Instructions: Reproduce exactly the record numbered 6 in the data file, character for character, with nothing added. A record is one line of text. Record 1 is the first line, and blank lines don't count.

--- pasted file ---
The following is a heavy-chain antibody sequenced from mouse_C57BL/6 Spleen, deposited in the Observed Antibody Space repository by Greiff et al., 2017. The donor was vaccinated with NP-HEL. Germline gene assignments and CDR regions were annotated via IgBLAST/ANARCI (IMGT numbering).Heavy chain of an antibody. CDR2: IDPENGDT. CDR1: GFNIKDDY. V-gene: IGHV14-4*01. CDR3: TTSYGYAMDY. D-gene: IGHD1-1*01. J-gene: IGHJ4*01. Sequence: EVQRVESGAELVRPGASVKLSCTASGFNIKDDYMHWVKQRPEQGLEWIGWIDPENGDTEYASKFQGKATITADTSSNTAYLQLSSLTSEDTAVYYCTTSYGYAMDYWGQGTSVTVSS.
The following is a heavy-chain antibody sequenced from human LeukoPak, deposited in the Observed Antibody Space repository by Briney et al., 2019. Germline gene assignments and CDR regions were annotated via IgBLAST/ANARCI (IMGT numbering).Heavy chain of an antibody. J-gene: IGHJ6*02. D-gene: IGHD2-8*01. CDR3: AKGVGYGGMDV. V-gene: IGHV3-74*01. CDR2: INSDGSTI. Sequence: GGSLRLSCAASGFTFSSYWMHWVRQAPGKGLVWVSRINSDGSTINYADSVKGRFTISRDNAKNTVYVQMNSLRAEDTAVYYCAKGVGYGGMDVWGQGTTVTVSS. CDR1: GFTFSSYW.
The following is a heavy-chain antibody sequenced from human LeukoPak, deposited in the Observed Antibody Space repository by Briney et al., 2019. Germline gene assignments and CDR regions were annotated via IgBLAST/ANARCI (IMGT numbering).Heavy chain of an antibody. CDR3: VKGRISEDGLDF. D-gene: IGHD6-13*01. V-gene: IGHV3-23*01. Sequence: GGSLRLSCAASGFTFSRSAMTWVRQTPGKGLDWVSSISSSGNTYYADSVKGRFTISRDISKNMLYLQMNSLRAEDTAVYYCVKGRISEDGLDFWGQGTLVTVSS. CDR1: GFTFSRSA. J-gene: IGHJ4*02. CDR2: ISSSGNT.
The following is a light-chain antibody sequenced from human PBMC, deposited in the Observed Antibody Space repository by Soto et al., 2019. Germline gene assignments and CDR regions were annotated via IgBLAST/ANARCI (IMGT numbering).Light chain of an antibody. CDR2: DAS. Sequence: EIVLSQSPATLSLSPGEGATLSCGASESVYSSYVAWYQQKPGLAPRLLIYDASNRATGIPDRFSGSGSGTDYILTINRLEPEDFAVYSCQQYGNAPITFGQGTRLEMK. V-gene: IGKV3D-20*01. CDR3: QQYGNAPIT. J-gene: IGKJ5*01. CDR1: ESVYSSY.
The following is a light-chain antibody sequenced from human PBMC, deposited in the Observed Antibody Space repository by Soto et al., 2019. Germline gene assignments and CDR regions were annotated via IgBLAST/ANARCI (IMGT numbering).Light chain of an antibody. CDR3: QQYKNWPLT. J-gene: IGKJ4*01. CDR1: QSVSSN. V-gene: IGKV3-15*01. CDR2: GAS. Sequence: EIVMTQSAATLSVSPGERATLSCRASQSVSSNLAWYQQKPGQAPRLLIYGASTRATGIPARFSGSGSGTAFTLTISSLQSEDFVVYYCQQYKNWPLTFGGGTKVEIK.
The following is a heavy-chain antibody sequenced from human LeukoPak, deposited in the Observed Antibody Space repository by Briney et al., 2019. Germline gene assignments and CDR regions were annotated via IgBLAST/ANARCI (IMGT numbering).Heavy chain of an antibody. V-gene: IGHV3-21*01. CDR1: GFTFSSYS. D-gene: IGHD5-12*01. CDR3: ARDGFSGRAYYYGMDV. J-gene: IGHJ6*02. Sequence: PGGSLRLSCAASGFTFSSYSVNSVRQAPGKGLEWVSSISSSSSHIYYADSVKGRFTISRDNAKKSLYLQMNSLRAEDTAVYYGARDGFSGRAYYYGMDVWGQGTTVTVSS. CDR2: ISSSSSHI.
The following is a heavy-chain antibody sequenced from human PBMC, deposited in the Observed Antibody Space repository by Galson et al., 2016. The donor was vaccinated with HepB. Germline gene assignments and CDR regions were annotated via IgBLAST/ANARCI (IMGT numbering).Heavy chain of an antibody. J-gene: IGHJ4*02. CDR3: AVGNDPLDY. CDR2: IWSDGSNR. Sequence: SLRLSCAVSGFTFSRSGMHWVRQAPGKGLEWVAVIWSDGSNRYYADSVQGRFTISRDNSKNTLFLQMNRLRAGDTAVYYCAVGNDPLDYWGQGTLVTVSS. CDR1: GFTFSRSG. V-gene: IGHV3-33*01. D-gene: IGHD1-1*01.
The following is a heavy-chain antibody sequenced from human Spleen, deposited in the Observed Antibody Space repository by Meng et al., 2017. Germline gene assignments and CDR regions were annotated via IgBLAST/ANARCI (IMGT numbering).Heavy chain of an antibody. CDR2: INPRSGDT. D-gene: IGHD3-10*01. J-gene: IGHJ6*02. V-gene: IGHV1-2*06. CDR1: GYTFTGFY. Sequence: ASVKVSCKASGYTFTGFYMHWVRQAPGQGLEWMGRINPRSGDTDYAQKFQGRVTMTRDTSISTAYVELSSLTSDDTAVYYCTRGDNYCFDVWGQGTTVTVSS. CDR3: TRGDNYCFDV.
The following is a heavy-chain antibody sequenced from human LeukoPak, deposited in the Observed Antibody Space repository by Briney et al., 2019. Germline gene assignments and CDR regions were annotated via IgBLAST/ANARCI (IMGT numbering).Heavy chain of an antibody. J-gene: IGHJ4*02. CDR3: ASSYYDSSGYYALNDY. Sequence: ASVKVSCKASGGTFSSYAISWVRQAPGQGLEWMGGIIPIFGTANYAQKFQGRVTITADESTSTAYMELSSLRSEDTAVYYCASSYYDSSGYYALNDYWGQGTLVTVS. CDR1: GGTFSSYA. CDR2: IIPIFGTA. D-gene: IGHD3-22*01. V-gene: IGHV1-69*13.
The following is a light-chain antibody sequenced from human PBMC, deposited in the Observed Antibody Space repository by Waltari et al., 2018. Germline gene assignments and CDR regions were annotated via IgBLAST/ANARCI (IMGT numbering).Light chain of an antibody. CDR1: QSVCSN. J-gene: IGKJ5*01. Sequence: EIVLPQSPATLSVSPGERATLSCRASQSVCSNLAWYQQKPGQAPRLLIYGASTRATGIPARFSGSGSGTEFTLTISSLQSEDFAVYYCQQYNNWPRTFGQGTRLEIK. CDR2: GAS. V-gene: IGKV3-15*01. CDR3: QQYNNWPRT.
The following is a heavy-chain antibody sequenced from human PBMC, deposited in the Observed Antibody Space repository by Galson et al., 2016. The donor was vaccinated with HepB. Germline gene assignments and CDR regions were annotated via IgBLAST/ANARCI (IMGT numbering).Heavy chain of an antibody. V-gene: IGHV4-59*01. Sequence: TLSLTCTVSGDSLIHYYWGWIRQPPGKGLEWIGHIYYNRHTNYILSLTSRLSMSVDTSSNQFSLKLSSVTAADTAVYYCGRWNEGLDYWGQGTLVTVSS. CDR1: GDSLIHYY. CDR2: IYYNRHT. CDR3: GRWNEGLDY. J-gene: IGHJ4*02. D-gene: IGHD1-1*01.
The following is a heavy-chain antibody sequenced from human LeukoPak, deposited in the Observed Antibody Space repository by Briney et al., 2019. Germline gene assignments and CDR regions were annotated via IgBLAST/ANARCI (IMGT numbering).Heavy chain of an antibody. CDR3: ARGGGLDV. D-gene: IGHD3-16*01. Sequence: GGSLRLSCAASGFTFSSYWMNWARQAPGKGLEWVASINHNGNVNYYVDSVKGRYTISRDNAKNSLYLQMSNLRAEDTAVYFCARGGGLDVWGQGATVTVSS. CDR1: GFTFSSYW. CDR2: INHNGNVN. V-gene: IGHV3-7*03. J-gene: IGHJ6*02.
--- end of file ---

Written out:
The following is a heavy-chain antibody sequenced from human LeukoPak, deposited in the Observed Antibody Space repository by Briney et al., 2019. Germline gene assignments and CDR regions were annotated via IgBLAST/ANARCI (IMGT numbering).Heavy chain of an antibody. V-gene: IGHV3-21*01. CDR1: GFTFSSYS. D-gene: IGHD5-12*01. CDR3: ARDGFSGRAYYYGMDV. J-gene: IGHJ6*02. Sequence: PGGSLRLSCAASGFTFSSYSVNSVRQAPGKGLEWVSSISSSSSHIYYADSVKGRFTISRDNAKKSLYLQMNSLRAEDTAVYYGARDGFSGRAYYYGMDVWGQGTTVTVSS. CDR2: ISSSSSHI.